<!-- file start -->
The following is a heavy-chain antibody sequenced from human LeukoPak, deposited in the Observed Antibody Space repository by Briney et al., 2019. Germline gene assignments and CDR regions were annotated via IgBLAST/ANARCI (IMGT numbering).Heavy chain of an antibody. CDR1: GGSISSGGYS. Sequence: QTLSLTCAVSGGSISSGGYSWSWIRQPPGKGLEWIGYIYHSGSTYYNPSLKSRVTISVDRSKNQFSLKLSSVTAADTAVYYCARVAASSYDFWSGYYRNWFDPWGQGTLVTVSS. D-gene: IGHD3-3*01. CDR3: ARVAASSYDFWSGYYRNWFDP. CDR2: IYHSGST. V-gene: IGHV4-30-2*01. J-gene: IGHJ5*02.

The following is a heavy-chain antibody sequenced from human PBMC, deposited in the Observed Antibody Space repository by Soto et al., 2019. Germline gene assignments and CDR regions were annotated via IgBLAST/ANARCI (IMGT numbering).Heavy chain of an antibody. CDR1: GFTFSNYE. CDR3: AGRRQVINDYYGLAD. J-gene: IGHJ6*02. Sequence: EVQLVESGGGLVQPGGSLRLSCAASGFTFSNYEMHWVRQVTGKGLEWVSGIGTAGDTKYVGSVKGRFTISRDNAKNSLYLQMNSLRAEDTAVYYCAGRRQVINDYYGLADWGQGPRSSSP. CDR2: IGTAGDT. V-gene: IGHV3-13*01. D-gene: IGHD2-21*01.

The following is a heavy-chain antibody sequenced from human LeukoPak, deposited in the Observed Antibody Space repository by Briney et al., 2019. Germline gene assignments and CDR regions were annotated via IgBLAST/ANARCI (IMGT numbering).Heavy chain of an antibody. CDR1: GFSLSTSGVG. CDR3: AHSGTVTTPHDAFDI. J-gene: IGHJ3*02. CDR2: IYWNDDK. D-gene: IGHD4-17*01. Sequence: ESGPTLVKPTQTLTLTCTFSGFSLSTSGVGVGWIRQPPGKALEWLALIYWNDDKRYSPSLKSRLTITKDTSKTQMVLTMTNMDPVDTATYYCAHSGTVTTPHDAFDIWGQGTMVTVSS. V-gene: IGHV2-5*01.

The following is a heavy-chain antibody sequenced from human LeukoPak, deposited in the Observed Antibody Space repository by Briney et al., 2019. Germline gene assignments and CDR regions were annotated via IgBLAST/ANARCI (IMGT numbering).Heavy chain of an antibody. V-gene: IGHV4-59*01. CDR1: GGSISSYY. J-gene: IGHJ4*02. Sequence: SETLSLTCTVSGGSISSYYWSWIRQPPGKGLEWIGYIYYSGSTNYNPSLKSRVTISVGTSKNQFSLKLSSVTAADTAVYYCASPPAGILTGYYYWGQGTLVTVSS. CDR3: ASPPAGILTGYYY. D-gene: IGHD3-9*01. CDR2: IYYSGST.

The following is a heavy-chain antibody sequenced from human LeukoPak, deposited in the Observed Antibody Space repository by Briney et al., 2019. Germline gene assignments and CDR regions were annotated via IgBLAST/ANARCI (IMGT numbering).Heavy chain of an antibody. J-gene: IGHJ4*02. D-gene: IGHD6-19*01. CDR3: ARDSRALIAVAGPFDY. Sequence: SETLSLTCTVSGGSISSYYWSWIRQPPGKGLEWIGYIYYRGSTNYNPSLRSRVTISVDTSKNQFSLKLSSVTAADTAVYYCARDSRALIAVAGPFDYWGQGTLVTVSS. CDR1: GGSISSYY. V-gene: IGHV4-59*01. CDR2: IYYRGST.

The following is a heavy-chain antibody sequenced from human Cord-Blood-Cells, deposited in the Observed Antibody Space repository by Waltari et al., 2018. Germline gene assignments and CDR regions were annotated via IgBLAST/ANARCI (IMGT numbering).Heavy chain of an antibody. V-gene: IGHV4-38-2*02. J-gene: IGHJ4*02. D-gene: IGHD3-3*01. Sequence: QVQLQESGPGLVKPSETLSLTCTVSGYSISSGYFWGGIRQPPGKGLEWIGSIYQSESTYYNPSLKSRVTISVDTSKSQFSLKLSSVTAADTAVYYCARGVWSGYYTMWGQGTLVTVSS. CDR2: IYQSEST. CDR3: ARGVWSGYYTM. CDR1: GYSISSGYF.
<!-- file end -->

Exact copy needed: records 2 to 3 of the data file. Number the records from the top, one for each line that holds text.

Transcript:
The following is a heavy-chain antibody sequenced from human PBMC, deposited in the Observed Antibody Space repository by Soto et al., 2019. Germline gene assignments and CDR regions were annotated via IgBLAST/ANARCI (IMGT numbering).Heavy chain of an antibody. CDR1: GFTFSNYE. CDR3: AGRRQVINDYYGLAD. J-gene: IGHJ6*02. Sequence: EVQLVESGGGLVQPGGSLRLSCAASGFTFSNYEMHWVRQVTGKGLEWVSGIGTAGDTKYVGSVKGRFTISRDNAKNSLYLQMNSLRAEDTAVYYCAGRRQVINDYYGLADWGQGPRSSSP. CDR2: IGTAGDT. V-gene: IGHV3-13*01. D-gene: IGHD2-21*01.

The following is a heavy-chain antibody sequenced from human LeukoPak, deposited in the Observed Antibody Space repository by Briney et al., 2019. Germline gene assignments and CDR regions were annotated via IgBLAST/ANARCI (IMGT numbering).Heavy chain of an antibody. CDR1: GFSLSTSGVG. CDR3: AHSGTVTTPHDAFDI. J-gene: IGHJ3*02. CDR2: IYWNDDK. D-gene: IGHD4-17*01. Sequence: ESGPTLVKPTQTLTLTCTFSGFSLSTSGVGVGWIRQPPGKALEWLALIYWNDDKRYSPSLKSRLTITKDTSKTQMVLTMTNMDPVDTATYYCAHSGTVTTPHDAFDIWGQGTMVTVSS. V-gene: IGHV2-5*01.